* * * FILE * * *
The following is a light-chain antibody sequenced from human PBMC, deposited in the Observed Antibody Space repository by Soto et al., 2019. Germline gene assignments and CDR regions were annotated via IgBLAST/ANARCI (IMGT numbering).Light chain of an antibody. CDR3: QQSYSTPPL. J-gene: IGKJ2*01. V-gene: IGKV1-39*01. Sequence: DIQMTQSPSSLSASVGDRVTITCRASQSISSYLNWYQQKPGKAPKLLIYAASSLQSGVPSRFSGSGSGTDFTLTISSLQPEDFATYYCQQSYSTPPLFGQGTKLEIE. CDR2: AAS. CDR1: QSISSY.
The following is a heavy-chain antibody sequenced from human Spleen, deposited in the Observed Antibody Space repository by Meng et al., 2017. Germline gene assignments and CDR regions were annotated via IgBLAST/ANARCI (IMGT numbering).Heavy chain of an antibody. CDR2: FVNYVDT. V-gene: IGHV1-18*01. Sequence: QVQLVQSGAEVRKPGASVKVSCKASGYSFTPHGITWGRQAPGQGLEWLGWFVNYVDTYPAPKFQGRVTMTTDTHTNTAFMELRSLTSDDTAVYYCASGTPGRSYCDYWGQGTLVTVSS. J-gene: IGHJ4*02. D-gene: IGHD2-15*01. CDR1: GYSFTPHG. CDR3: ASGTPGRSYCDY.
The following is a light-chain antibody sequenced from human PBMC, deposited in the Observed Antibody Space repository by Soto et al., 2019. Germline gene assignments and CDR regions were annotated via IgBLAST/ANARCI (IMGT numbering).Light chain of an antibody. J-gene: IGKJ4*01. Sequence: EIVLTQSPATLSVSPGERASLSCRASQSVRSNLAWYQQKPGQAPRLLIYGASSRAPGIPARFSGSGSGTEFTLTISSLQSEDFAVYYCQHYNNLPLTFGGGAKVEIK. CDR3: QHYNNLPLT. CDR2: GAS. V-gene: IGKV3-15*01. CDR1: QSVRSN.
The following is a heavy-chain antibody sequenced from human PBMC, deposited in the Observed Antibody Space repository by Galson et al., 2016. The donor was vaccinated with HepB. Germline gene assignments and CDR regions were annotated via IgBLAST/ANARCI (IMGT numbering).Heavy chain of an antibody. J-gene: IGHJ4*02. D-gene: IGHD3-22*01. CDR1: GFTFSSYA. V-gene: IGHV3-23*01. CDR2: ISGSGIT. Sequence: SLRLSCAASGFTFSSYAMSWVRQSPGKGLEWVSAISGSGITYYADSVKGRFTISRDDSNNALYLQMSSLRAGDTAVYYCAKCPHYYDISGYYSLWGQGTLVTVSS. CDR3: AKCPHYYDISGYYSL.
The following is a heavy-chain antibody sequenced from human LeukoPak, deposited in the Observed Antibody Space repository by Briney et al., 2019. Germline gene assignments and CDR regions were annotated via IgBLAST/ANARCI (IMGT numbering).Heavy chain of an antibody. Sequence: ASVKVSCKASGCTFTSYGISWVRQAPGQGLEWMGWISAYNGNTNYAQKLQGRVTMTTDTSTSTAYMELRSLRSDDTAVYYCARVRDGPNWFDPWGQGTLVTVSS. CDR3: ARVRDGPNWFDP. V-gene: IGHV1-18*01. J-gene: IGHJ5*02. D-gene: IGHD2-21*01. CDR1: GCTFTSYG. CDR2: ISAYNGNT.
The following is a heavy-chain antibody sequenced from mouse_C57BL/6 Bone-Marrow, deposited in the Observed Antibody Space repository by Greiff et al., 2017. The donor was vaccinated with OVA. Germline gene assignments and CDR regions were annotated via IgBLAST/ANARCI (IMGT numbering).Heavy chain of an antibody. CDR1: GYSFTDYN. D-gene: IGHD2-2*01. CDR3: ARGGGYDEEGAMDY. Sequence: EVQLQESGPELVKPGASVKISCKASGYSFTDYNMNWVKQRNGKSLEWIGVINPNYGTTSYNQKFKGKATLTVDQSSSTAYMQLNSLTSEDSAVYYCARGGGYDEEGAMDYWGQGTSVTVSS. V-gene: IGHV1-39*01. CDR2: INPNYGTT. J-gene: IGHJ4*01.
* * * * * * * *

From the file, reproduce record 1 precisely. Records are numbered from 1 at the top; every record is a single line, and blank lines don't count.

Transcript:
The following is a light-chain antibody sequenced from human PBMC, deposited in the Observed Antibody Space repository by Soto et al., 2019. Germline gene assignments and CDR regions were annotated via IgBLAST/ANARCI (IMGT numbering).Light chain of an antibody. CDR3: QQSYSTPPL. J-gene: IGKJ2*01. V-gene: IGKV1-39*01. Sequence: DIQMTQSPSSLSASVGDRVTITCRASQSISSYLNWYQQKPGKAPKLLIYAASSLQSGVPSRFSGSGSGTDFTLTISSLQPEDFATYYCQQSYSTPPLFGQGTKLEIE. CDR2: AAS. CDR1: QSISSY.